Life

Another Year Again: 2017 this time

This time last year I came to the conclusion that it’s better to celebrate new year in the summer than the winter. See what you’re dealing with. Get it over with in the daylight where you can see the thing clearly rather than stumbling around for it in the dark and probably knocking it over. And whilst there is something to be said for huddling around a cauldron of mulled wine bubbling on the stove, sacrificing ritual resolutions to ourselves to Do Better This Year so that the sun will rise again, I find that I can see so much further in the daylight.

Read more →

Annointing the Threshold

A couple of years ago I fished a large chunk of wood out of the river. It had a very satisfactory heft, oblongularity and poise. A piece of timber solid not only in body, but in character. In short: a perfect doorstep. I spotted it floating in a weir and thought ‘that would make a fine doorstep’. We shan’t dwell on the story of how I hoisted it out of the river and, in exchange, lost my brand new, favourite, and first ever, pair of sunglasses.

Read more →

Why I'm giving up on Facebook

One of my new year’s resolutions is to try and be more intentional about the way I lead my life. That includes a close look at habits and deeply wired-in behaviours. Last year I had the epiphany that whilst chocolate, ginger nuts, IRN BRU and sugary comestibles were very enticing and almost unthinkable to give up, I’m far better off without them in my life. I’ve known this for at least 15 years, but last summer I actually did something about it.

Read more →

Snowing now, is it?

My wife sent me an email. It conveyed words to the effect:

It is snowing!

I replied:

Is it now

We make a point of sending each other grammatically ambigious emails.

And that made me realise that in the sentence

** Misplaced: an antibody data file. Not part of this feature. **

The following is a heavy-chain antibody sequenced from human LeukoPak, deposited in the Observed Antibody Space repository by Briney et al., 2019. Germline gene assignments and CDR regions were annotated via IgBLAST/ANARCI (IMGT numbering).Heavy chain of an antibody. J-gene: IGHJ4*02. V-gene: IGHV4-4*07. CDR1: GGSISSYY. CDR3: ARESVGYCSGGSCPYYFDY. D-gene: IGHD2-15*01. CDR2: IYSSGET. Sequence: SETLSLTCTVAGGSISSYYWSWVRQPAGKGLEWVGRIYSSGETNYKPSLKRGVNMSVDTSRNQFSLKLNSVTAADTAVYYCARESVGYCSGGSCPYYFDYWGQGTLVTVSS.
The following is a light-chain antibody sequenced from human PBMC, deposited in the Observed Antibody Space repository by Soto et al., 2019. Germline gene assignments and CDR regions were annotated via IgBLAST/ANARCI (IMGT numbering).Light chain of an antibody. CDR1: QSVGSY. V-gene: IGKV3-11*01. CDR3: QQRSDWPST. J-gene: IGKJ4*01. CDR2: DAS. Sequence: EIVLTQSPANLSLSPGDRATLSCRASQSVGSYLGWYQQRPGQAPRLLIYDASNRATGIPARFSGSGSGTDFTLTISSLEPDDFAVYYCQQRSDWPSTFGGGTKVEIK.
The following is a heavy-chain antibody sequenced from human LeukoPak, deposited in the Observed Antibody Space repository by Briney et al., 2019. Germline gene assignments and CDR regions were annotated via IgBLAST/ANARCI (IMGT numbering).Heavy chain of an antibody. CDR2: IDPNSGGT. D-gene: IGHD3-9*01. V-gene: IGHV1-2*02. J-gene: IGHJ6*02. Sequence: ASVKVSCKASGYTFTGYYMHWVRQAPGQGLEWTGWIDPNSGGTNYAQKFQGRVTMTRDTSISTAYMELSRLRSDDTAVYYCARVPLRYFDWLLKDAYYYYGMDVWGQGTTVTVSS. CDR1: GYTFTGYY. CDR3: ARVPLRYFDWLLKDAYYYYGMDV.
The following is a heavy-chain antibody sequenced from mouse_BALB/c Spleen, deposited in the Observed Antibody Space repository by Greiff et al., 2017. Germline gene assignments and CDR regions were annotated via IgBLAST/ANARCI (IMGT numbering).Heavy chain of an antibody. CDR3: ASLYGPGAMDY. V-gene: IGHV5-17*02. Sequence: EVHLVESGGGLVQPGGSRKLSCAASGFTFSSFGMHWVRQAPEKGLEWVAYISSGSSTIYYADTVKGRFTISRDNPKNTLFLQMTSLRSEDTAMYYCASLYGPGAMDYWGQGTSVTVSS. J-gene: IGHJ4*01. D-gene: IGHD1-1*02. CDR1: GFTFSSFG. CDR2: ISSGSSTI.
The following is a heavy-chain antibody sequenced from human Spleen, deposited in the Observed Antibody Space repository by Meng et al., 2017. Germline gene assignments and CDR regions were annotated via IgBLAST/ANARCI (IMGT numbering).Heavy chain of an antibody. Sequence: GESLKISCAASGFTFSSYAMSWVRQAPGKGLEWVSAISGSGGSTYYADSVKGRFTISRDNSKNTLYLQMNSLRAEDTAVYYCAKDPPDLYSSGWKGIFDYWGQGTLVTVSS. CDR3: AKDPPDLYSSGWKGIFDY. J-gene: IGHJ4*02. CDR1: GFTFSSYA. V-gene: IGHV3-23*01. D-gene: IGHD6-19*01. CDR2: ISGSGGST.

“Now it is snowing”

has at least two levels of word-order to contend with.

Read more →

First Honey

I’m not in it for the honey. A refrain I’ve repeated for a year and a half. Bees are the most incredible creatures. I think humans are hard-wired to find fascinating what bees are hard-wired to do. A social insect, forming colonies from which intelligent behaviour seems to emerge. An insect which, on an individual basis seems to have enough character to be charming, but when viewed in great numbers is inescapably prone to anthropomorphism.

Read more →

OneTesla demanding money

tl;dr: oneTesla sent me something expensive by mistake, I told them, got no reply, and 9 months later they want me to pay for it. I think their ethics are screwy and I want to know if it happened to you.

Read more →

Christmas Lights Competition 2015

IMG_20151215_230320_edit

Standards are high at the annual Christmas lights event. It’s important that every entry is a strong in order to outperform the competition.

Read more →

The First Death

Inspecting a beehive is the central mystical ritual of beekeeping. Seeing the bees at work, spotting the queen scuttling around and appraising the hard work they are all doing is, I’ll be honest, one of the major draws for me. It’s something that should be done as infrequently as possible because it disrupts the hive, stresses the bees and interferes with the environmental conditions that they’re trying to maintain. At the height of inspection season no more than once every few days.

Beekeepers go to great lengths not to damage or kill insects. But sometimes it does happen.

Read more →

The Timelapse Beehive

Some background to timelapsebeehive.com

I’ve wanted to keep bees for 20 years, and I’m finally getting round to doing it. There’s a lot of nonsense going around about how it’s a new middle-class fad, but I recently dug this book out. It’s called the Golden Throng and it was printed in the 1940s.

Read more →

Feeding Bees

To start with something worth saying:

Do not feed bees honey. If you find a tired bee, mix it up some sugar solution. One crystal of caster sugar to one drop of water should do. Honey from the shops, which is usually from a foreign country, and even honey from a more local hive can contain fungal spores which can cause serious diseases, like American Foul Brood.

Now that’s over, let’s move from feeding individual bees to the feeding of tens of thousands.

In my post on the installation of a nucleus I showed the improvised bottle contact-feeder in action.

Read more →